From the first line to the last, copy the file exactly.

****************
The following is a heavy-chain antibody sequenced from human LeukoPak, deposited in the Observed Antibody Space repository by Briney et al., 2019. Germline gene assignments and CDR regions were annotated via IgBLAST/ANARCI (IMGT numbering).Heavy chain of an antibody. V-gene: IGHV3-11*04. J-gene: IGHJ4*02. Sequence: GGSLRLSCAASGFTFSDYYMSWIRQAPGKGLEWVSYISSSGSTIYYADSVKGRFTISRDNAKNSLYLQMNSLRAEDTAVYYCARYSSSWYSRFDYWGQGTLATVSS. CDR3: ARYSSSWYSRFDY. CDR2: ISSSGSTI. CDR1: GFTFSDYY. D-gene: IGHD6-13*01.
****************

The following is a heavy-chain antibody sequenced from human LeukoPak, deposited in the Observed Antibody Space repository by Briney et al., 2019. Germline gene assignments and CDR regions were annotated via IgBLAST/ANARCI (IMGT numbering).Heavy chain of an antibody. V-gene: IGHV3-11*04. J-gene: IGHJ4*02. Sequence: GGSLRLSCAASGFTFSDYYMSWIRQAPGKGLEWVSYISSSGSTIYYADSVKGRFTISRDNAKNSLYLQMNSLRAEDTAVYYCARYSSSWYSRFDYWGQGTLATVSS. CDR3: ARYSSSWYSRFDY. CDR2: ISSSGSTI. CDR1: GFTFSDYY. D-gene: IGHD6-13*01.